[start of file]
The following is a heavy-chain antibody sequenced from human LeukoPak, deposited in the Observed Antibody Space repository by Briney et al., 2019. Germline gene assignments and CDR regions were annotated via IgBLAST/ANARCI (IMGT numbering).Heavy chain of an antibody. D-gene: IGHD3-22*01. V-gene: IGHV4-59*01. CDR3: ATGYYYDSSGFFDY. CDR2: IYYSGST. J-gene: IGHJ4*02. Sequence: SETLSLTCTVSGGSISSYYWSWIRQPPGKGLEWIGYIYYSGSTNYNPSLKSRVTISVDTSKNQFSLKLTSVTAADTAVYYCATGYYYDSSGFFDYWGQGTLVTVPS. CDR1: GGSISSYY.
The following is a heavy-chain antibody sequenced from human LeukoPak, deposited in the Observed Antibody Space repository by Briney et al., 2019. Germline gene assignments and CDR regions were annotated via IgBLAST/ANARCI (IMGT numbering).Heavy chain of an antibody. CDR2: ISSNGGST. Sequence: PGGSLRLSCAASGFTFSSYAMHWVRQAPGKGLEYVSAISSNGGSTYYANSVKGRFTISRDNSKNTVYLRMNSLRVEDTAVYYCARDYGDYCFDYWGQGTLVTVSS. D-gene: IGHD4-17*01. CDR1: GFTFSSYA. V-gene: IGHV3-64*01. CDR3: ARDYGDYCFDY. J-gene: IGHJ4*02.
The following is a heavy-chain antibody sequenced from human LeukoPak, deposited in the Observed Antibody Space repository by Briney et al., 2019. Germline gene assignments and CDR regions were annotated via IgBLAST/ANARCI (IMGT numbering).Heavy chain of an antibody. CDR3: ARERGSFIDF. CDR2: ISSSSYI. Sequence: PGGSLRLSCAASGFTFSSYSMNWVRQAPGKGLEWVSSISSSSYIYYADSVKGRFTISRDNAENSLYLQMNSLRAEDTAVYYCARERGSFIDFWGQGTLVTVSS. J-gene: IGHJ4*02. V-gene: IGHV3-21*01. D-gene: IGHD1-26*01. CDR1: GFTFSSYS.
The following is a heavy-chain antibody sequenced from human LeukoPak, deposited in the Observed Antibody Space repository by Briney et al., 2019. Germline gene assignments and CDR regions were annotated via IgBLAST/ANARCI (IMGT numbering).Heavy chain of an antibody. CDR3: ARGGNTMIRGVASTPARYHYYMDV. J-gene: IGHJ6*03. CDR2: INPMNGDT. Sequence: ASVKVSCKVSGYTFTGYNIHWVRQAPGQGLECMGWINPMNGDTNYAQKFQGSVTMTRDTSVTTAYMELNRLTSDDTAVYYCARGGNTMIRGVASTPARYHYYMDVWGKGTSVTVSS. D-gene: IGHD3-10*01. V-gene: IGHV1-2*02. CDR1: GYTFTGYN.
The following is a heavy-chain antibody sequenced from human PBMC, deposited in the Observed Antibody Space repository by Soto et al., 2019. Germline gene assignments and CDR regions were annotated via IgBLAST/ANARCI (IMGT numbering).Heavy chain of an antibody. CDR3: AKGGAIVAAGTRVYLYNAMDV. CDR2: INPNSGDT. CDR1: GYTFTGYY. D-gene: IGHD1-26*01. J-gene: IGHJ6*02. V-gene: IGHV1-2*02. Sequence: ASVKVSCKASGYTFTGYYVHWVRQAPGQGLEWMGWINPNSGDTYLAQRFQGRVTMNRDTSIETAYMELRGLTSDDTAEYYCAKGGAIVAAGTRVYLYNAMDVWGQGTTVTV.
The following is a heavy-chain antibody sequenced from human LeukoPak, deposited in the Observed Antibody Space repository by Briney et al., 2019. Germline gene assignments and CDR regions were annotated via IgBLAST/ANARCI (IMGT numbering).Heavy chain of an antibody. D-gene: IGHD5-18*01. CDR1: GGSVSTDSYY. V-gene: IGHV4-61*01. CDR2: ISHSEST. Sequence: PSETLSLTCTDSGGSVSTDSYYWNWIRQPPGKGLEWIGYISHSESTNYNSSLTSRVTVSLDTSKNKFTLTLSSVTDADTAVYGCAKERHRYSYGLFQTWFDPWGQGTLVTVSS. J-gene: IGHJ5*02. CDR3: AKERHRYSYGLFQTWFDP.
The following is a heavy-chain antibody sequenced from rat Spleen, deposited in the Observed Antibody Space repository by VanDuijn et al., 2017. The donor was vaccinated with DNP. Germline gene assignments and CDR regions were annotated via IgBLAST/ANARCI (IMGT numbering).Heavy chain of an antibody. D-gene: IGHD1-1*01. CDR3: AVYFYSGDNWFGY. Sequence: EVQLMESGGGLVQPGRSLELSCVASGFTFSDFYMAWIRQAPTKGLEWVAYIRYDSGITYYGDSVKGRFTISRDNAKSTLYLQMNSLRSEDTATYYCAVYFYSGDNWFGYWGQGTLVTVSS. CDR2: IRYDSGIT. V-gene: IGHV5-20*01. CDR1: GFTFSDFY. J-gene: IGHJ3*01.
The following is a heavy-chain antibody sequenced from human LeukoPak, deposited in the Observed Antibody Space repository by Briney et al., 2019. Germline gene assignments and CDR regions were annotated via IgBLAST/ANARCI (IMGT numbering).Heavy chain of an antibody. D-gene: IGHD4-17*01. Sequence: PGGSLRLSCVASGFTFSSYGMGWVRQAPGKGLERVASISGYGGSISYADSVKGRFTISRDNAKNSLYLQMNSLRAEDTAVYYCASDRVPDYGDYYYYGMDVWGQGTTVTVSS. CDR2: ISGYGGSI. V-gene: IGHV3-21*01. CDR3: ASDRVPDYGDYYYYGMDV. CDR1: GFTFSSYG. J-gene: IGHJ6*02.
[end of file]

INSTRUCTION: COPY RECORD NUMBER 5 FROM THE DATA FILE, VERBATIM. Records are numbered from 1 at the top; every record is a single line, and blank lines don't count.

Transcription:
The following is a heavy-chain antibody sequenced from human PBMC, deposited in the Observed Antibody Space repository by Soto et al., 2019. Germline gene assignments and CDR regions were annotated via IgBLAST/ANARCI (IMGT numbering).Heavy chain of an antibody. CDR3: AKGGAIVAAGTRVYLYNAMDV. CDR2: INPNSGDT. CDR1: GYTFTGYY. D-gene: IGHD1-26*01. J-gene: IGHJ6*02. V-gene: IGHV1-2*02. Sequence: ASVKVSCKASGYTFTGYYVHWVRQAPGQGLEWMGWINPNSGDTYLAQRFQGRVTMNRDTSIETAYMELRGLTSDDTAEYYCAKGGAIVAAGTRVYLYNAMDVWGQGTTVTV.